## Talk Title TBA

*Kun Wang, Vanderbilt University*

Location: Stevenson 1310

## Shock Formation in Solutions to 3D Wave Equations

*Jared Speck, Massachusetts Institute of Technology*

Location: Stevenson 5211

I will provide an overview of the formation of shock waves, developing from small, smooth initial conditions, in solutions to quasilinear wave equations in 3 spatial dimensions. I will first describe prior contributions from many researchers including F. John, S. Alinhac, and especially D. Christodoulou. I will then describe some results from my recent book, in which I show that for two important classes of wave equations, a necessary and sufficient, condition for the phenomenon of small-data shock-formation is the failure of S. Klainerman's classic null condition. I will highlight some of the main ideas behind the analysis including the critical role played by geometric decompositions based on true characteristic hypersurfaces. Some aspects of this work are joint with G. Holzegel, S. Klainerman, and W. Wong. Tea at 3:30 pm in SC 1425.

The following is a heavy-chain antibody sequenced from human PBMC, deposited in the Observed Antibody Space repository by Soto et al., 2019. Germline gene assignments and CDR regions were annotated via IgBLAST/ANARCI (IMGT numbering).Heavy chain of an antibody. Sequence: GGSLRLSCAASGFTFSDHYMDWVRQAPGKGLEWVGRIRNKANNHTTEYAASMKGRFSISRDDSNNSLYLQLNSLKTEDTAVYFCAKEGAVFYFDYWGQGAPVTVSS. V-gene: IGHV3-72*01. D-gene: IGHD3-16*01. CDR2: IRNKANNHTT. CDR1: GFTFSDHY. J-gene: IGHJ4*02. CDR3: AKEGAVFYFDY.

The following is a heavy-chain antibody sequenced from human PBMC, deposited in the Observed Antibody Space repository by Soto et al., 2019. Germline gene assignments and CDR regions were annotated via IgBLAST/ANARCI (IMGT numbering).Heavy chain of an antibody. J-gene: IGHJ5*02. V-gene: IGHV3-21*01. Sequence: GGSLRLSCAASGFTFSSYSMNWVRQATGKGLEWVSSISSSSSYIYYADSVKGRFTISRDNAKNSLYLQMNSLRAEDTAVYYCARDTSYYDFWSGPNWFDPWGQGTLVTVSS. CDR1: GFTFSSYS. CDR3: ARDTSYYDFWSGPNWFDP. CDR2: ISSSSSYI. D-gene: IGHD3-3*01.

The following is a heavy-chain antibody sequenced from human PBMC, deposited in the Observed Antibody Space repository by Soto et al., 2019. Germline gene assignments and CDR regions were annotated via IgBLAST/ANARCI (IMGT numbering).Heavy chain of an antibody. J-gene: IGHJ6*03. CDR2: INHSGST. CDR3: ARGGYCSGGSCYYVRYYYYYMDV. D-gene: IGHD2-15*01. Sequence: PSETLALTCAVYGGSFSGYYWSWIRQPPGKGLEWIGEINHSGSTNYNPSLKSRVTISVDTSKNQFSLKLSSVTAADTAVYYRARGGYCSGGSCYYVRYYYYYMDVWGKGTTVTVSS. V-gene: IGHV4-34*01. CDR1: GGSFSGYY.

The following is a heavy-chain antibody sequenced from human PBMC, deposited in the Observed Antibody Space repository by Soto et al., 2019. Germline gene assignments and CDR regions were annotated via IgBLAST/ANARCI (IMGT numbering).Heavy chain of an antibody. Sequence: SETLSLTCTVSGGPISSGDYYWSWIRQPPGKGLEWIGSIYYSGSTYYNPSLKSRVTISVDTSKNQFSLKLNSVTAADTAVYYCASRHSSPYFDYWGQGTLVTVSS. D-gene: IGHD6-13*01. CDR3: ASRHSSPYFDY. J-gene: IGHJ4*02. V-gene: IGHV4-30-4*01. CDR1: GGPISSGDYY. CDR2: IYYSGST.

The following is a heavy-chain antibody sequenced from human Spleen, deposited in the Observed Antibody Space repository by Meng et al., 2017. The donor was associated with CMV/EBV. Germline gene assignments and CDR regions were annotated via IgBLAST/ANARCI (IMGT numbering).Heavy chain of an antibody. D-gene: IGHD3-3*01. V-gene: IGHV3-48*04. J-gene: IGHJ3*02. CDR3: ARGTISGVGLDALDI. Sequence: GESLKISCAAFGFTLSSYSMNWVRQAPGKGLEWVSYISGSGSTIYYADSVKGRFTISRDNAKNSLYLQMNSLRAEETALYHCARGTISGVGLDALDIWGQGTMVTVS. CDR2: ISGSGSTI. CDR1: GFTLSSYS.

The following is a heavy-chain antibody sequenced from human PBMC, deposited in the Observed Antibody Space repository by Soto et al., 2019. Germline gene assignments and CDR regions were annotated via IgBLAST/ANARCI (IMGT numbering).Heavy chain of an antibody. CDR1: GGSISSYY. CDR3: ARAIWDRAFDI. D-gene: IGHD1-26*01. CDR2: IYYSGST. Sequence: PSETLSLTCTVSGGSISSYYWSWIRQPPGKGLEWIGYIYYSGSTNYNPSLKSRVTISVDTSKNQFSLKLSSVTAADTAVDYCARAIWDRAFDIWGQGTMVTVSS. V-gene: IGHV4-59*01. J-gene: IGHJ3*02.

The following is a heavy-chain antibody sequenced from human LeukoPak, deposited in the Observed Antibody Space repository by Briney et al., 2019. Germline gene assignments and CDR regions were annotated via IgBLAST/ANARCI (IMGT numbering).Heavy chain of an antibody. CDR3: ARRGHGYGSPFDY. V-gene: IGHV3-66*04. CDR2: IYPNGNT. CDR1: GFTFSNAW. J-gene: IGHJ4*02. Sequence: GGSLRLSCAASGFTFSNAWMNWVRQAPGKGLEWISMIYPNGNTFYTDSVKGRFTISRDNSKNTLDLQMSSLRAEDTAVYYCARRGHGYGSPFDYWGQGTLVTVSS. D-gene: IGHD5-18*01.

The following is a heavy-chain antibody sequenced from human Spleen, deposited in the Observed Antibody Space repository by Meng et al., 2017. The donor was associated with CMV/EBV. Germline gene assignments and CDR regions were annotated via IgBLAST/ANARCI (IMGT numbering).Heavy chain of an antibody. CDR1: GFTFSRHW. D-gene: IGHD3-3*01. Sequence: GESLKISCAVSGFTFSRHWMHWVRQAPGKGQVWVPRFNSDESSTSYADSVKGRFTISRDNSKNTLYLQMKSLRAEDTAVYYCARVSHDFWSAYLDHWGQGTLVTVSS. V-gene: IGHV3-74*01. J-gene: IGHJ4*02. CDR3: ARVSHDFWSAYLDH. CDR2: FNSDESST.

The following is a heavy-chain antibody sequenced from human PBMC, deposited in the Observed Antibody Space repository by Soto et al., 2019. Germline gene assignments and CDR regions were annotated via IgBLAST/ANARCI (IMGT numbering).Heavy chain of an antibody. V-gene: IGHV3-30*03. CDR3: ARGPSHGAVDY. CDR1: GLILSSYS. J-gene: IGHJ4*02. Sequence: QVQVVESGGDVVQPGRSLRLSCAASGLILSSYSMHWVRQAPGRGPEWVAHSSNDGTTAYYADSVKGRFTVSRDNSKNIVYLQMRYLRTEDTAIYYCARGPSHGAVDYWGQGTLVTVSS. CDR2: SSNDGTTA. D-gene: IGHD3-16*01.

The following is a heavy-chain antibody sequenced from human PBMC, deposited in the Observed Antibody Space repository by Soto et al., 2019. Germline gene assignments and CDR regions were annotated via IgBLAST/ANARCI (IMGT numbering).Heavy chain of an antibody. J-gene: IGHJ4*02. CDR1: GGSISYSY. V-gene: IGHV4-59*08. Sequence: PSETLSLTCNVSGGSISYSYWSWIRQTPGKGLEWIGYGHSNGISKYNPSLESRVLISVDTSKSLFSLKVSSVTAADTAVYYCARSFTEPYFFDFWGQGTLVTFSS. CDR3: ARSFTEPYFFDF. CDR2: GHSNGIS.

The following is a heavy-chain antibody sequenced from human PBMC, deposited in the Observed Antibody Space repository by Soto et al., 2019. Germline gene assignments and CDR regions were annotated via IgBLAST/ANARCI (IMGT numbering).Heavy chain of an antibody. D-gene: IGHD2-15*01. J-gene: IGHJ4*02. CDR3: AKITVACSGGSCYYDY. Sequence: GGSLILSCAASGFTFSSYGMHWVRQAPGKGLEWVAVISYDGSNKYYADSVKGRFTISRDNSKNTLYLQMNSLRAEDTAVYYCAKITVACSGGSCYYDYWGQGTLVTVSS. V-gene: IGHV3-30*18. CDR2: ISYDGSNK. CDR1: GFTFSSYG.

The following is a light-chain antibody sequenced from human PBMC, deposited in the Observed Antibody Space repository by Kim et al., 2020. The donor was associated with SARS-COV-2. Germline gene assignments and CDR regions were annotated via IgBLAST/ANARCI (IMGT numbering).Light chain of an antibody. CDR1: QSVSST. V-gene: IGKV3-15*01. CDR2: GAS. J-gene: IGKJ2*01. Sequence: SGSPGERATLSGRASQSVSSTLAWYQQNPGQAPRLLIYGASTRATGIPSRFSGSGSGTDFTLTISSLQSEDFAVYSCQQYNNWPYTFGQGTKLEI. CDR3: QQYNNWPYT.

## Talk Title TBA

*Brent Nelson, UCLA
*

Location: Stevenson 1432

## Talk Title TBA

*Efim Zelmanov, University of California, San Diego*

Location: Stevenson 5211

## Universal Single Qubit and Qutrit Gates in the Kauffman-Jones Version of SU(2) Chern-Simons Theory at Level 4

*Claire Levaillant, UCSB
*

Location: Stevenson 1432